Court dispute | Asda 'disappointed' to lose equal pay ruling

Asda 'disappointed' to lose equal pay ruling

Supermarket behemoth Asda are ‘disappointed’ to have lost an appeal in the latest development of a long-standing legal dispute with their employees over equal pay – the BBC reports.

This ruling means that lower paid shop staff – who are predominantly women – can compare themselves with higher paid warehouse workers – who are said to be predominantly men. Despite losing the appeal, Asda is reportedly confident with the continuation of the case. Asda said in a statement:

"We are obviously disappointed with the decision, which relates to a preliminary issue of whether jobs in different parts of the business can be compared."

The supermarket chain announced that it launched the appeal because " it involved complex legal issues which have never been fully tested in the private sector and we will continue to ensure this case is given the legal scrutiny it deserves".

Martha McKinley, a Solicitor at law firm, Stephensons, told HR Grapevine: “I would suggest one of the key reasons Asda is disappointed with this judgement is the significant financial impact that would result from accepting liability for this type of claim, particularly given the number of employees involved and the historic nature of many equal pay claims.”

McKinley explains that equal pay is a “notoriously complex of law” and employers such as Asda will “no doubt be keen to ensure that the various tests are in fact applicable to the workers in this particular claim”.

Leigh Day - the law firm representing Asda employees in this court battle who has also taken legal action taken against other large supermarket chains - said that the court judgement was a “major step forward in the fair pay battle”.

A ruling over whether the work carried out between shop floor workers and warehouse staff is of ‘equal value’ is likely to be announced in May.

How did the case unfold?

In October 2016, the Employment Tribunal first ruled against Asda claiming that shop workers, who mainly work at the check-out desks or restocking shelves, could compare themselves to staff employed at their various warehouses.

Since then, the BBC reported that Asda has appealed this decision on ten different grounds.

The following year in October 2017, the Employment Tribunal ruled that all of their points of appeal were ineffective, and this probed Asda to take its case to the Court of Appeal.

Following yesterday’s ruling, the Court of Appeal denied Asda the right to appeal – though it has been rumoured that the chain has intentions of applying to the Supreme Court to reverse the ruling.

McKinley suggests that with this court battle ongoing, employees remaining within the workplace can be left feeling stressed and it could dampen the company’s culture.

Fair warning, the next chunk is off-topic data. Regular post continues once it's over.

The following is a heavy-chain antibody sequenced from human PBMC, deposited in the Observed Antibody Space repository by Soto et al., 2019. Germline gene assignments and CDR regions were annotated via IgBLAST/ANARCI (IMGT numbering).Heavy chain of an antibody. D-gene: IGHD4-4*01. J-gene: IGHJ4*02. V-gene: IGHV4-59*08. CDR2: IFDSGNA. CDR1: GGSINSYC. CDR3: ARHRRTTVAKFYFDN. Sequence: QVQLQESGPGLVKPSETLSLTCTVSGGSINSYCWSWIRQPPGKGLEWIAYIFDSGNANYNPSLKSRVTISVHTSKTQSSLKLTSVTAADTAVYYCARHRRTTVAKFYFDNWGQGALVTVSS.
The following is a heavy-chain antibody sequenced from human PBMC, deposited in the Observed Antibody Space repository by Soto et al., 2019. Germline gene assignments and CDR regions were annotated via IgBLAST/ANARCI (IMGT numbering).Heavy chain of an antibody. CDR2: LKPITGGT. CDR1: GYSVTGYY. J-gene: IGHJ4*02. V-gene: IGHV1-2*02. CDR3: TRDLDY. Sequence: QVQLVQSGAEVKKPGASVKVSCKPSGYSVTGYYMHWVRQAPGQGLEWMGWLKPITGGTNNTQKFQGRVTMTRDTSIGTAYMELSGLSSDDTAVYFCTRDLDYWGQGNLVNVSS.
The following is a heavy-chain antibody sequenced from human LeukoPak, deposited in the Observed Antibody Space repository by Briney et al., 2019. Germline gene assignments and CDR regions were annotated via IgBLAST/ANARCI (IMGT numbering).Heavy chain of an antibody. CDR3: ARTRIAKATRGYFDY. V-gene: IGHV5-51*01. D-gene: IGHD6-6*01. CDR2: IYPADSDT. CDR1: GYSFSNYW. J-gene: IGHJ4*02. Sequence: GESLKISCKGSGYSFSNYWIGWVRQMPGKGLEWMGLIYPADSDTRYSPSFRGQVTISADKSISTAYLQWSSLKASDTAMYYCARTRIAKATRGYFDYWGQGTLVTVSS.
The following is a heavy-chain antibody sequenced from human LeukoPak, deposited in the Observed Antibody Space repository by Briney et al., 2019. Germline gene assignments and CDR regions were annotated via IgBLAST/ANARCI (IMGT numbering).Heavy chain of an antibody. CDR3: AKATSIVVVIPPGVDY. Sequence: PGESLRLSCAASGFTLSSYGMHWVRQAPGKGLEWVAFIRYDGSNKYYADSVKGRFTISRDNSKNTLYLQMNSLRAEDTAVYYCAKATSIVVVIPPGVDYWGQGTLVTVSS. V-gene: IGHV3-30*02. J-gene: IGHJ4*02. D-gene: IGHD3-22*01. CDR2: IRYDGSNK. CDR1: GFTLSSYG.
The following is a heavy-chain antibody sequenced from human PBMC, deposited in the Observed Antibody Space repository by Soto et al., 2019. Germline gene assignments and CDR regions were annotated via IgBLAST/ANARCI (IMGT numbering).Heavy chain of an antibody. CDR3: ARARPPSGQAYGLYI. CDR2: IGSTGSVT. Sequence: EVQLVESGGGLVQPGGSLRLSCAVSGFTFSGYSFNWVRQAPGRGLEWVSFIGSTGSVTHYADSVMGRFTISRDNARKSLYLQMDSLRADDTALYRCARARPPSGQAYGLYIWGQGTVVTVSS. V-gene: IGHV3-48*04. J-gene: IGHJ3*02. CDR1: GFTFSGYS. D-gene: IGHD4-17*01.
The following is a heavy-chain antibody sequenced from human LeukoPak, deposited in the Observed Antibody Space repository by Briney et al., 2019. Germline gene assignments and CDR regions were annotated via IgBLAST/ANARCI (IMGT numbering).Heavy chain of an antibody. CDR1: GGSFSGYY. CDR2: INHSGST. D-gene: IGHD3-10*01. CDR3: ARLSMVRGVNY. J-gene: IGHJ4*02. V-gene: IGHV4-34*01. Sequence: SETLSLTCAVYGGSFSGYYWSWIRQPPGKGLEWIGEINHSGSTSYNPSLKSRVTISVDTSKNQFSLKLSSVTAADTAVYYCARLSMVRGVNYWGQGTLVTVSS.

She added: “Giving evidence against your colleagues, or hearing managers give evidence against you obviously doesn’t improve working relationships and can result in a deterioration of employee engagement and company culture.”

Yet, despite the arguably negative comeuppance of appealing a case like this, Asda are not the only supermarket behemoth to be challenging their employees in an equal pay row.

Last year, Morrisons was at the centre of an equal pay row after eight of its shop floor employees sought compensation over the belief that they were paid less than their warehouse-based colleagues.

Multiple news outlets covering the story reported that the workers – who were predominantly women – were seeking compensation for unequal pay which could have cost the retailer a whopping £1billion if the case was successful.

Why is equal pay so important?

According to, providing equal pay is essential in order to comply with the law by identifying, explaining and eliminating unjustifiable pay gaps. This will also contribute to a fairer society in which everyone has equal opportunities.

CoreHR CEO Dean Forbes told HR Grapevine that Asda’s court battle case really “hammers the reality that there are no easy answers to ensuring equal pay across complex organisations”.

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“The changing nature of work, coupled with evolving legislation, means HR and management must evaluate workers with vastly different experience and skill sets.

“That’s a difficult task for any organisation, but for those with a workforce in the thousands, it is simply not possible without the help of technology and data analytics. Truly understanding your organisation through data will highlight troubling statistics. If the average female employee is earning less than the average male employee, there is likely something to be done,” he concluded.

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